The surge of protests comes as climate activists were already trying to stay relevant during the coronavirus pandemic. 

Green groups already had to nix most of their in-person activism scheduled for the spring — including door-to-door voter registration drives during the Democratic presidential primary and massive marches on Earth Day — due to the pandemic.

Instead the climate movement largely moved online during the viral outbreak, holding protests on Zoom and using peer-to-peer texting to register voters.

Power plays

The Environmental Protection Agency moves to change the way the Clean Water Act has been applied for decades. 

The agency finalized a rule to limit the rights the public, states and tribes have to protest pipelines and other energy projects that could pollute the nation’s waterways. 

“The move, part of the Trump administration’s push to weaken environmental rules it sees as standing in the way of new development, upends how the United States applied a section of the Clean Water Act for nearly a half century,” Juliet Eilperin and Brady Dennis report. “The energy industry hailed the change as a way to speed up pipelines and other projects, while environmentalists warned it could undercut state and tribal efforts to safeguard rivers and drinking water.” 

With the change, states and tribes will have a year-long deadline to certify or reject proposed pipelines, hydroelectric dams, industrial plants and other projects. The rule would also limit project reviews to include water-quality impacts only. EPA Administrator Andrew Wheeler argued that the change gave states “more than enough time” to scrutinize proposals. “Our system of republican democracy does not allow for one state to dictate standards or decisions for the entire nation,” Wheeler said.

Coronavirus fallout

States are reopening and drivers are getting back on the road. 

That means Americans are taking advantage of low gas prices, the Wall Street Journal reports.

The shift is “causing modest car traffic in cities from Miami to San Francisco. The slight increase in congestion comes with beaches and summer destinations opening and many people avoiding public transportation and airplanes,” per the report. “The optimism is driving a rally in investments from stocks to commodities. It powered the S&P 500 and oil prices last week to their highest level since early March."

Climate projects are at risk amid the pandemic. 

In more than a dozen cities and states, projects that were part of a $1 billion Obama-era program to defend those jurisdictions against climate change are at risk amid the ongoing public health crisis. 

State and local officials told federal lawmakers on Monday that they may not meet conditions of the program, which says the funding must be spent by the fall of 2022, the New York Times reports.

“Missing that deadline, which officials say is likely because of delays caused by the coronavirus, would mean forfeiting the remaining money, scuttling the projects,” per the report. A group of states and cities asked Congress to extend the deadline for construction by three years.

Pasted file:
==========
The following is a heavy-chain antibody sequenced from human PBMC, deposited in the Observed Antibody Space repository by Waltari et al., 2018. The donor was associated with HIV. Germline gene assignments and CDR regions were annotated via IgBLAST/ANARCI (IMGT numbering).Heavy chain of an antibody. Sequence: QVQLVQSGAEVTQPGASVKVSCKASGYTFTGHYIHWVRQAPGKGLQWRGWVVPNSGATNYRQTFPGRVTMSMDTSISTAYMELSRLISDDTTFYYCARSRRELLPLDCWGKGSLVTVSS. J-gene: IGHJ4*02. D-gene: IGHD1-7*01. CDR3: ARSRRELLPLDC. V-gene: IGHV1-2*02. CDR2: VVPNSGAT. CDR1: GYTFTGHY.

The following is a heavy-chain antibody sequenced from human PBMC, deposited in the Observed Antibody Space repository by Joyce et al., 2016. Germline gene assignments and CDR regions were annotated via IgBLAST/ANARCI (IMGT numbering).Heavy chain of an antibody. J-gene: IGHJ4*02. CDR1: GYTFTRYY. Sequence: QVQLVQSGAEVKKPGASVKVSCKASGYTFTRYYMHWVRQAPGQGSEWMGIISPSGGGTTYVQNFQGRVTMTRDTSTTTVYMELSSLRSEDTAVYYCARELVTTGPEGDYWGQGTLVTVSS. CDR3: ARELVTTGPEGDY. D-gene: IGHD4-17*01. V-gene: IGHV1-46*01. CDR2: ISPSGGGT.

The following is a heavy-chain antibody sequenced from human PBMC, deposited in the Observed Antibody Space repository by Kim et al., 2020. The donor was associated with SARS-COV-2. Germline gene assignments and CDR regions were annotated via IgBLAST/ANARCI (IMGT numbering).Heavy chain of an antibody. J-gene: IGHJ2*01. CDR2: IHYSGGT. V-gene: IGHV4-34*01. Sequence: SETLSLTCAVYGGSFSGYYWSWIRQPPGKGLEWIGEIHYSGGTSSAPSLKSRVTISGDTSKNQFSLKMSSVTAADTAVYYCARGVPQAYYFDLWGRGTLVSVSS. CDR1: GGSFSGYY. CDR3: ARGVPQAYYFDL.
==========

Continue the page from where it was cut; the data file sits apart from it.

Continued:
Manufacturing in the United States is slowly moving off of an 11-year low. 

A new report from the Institute for Supply Management signaled that manufacturing activity eased off that low in May, the “strongest sign yet that the worst of the economic downturn was behind as businesses reopen, though the recovery from the COVID-19 crisis could take years because of high unemployment,” Reuters reports.

Storm watch

The Atlantic hurricane season has officially started. Right on cue, a tropical cyclone is developing. 

The cyclone, which will be named Cristobal, could become a major rainmaker in coming days, Matthew Cappucci reports.

The storm was located about 50 miles west-southwest of Campeche, Mexico, as of 5 p.m. Eastern time. Forecasts call for it to intensify into a tropical storm on Tuesday,” he writes. If the storm earns a name before June 5, which is likely, then the 2020 hurricane season would have the earliest third-named storm on record, according to hurricane researcher Phil Klotzbach of Colorado State University. The accelerated start to the season is in keeping with the active hurricane season that experts across the board are predicting.” 

Oil check

Demand for shipping gas is taking a hit. 

The pandemic has shrunk the market demand for natural gas tankers. After years of expanding demand, export projects for liquefied natural gas are being pushed back, the Wall Street Journal reports.

“Some gas projects are now being put on hold on the back of record low prices and brimming storage facilities, and some operators are pushing back orders for the new vessels they had been counting on as big profit engines,” per the report. “Middle East energy giant Saudi Aramco and its shipping arm Bahri have put on hold their planned entry this year into LNG shipping, pushing back an order of a dozen gas carriers worth up to $2.5 billion. The postponement came after San Diego-based Sempra Energy said in early May it would delay an investment decision on its Port Arthur, Texas, LNG export project until 2021.”